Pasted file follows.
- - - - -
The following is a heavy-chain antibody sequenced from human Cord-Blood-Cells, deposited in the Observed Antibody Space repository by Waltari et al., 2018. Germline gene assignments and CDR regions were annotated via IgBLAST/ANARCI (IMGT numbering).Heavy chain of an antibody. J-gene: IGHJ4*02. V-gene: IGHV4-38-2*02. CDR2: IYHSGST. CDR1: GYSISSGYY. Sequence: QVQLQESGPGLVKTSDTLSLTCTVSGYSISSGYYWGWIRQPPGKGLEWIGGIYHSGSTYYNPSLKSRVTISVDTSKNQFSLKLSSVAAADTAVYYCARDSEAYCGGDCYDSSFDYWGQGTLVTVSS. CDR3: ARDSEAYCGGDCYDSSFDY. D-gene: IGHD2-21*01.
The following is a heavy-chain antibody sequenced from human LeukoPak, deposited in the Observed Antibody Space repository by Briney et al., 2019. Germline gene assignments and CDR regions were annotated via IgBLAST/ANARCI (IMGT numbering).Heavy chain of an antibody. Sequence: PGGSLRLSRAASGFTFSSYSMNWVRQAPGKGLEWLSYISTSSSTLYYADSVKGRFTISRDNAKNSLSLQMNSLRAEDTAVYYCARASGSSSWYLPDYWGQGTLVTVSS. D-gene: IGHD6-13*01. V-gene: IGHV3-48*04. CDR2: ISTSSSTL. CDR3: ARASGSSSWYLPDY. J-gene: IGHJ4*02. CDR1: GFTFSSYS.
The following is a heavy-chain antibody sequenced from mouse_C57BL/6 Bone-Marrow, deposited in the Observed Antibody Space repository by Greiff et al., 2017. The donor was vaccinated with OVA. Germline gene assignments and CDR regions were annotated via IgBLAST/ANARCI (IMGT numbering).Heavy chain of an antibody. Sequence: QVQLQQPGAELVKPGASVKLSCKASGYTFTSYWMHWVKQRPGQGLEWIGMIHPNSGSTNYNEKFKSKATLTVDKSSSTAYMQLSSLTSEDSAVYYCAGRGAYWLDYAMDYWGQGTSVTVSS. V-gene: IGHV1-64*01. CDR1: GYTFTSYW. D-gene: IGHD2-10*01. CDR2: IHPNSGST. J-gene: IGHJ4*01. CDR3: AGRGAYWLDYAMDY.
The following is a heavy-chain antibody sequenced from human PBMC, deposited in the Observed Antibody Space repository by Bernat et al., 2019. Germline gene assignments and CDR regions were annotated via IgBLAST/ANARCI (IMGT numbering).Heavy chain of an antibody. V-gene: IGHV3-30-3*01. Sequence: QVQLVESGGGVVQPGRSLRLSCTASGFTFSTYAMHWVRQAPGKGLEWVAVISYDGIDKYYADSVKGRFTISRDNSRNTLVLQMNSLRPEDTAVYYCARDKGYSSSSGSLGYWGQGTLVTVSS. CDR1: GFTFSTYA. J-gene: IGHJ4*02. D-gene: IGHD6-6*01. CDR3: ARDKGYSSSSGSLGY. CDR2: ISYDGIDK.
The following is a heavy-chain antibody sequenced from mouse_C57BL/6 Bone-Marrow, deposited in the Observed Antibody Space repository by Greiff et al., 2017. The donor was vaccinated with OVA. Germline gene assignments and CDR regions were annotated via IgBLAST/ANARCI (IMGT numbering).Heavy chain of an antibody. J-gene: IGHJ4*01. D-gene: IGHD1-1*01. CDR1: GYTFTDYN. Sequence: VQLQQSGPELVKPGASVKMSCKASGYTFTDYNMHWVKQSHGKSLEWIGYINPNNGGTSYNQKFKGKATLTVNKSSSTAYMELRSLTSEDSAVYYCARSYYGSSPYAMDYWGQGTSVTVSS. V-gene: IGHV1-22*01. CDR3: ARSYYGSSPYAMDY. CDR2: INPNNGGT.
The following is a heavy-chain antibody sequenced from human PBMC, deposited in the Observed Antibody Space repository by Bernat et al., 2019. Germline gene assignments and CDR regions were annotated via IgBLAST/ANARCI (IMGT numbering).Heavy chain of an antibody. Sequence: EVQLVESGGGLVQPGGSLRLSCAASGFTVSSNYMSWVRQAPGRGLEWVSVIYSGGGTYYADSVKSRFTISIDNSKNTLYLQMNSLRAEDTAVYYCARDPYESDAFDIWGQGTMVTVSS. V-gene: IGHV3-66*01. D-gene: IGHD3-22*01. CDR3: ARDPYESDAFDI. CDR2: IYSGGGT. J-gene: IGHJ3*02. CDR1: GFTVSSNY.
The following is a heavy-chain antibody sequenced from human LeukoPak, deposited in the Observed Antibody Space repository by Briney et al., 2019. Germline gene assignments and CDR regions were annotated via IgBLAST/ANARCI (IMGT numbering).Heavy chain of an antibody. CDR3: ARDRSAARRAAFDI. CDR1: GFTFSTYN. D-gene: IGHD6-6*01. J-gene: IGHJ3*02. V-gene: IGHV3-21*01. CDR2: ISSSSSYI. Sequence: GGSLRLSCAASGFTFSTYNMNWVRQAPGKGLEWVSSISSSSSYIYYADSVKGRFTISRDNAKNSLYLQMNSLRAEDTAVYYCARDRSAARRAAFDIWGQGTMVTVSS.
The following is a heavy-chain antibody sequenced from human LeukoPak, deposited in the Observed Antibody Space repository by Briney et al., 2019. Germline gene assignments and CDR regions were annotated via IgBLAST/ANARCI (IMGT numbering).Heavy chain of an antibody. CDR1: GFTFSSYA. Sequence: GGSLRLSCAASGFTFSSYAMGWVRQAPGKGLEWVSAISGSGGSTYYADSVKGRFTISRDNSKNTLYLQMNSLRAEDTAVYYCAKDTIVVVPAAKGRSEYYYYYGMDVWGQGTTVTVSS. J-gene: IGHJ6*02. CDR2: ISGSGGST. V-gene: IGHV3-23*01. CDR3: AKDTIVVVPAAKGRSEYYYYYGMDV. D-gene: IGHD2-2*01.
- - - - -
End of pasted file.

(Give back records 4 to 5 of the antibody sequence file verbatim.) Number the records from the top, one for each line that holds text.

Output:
The following is a heavy-chain antibody sequenced from human PBMC, deposited in the Observed Antibody Space repository by Bernat et al., 2019. Germline gene assignments and CDR regions were annotated via IgBLAST/ANARCI (IMGT numbering).Heavy chain of an antibody. V-gene: IGHV3-30-3*01. Sequence: QVQLVESGGGVVQPGRSLRLSCTASGFTFSTYAMHWVRQAPGKGLEWVAVISYDGIDKYYADSVKGRFTISRDNSRNTLVLQMNSLRPEDTAVYYCARDKGYSSSSGSLGYWGQGTLVTVSS. CDR1: GFTFSTYA. J-gene: IGHJ4*02. D-gene: IGHD6-6*01. CDR3: ARDKGYSSSSGSLGY. CDR2: ISYDGIDK.
The following is a heavy-chain antibody sequenced from mouse_C57BL/6 Bone-Marrow, deposited in the Observed Antibody Space repository by Greiff et al., 2017. The donor was vaccinated with OVA. Germline gene assignments and CDR regions were annotated via IgBLAST/ANARCI (IMGT numbering).Heavy chain of an antibody. J-gene: IGHJ4*01. D-gene: IGHD1-1*01. CDR1: GYTFTDYN. Sequence: VQLQQSGPELVKPGASVKMSCKASGYTFTDYNMHWVKQSHGKSLEWIGYINPNNGGTSYNQKFKGKATLTVNKSSSTAYMELRSLTSEDSAVYYCARSYYGSSPYAMDYWGQGTSVTVSS. V-gene: IGHV1-22*01. CDR3: ARSYYGSSPYAMDY. CDR2: INPNNGGT.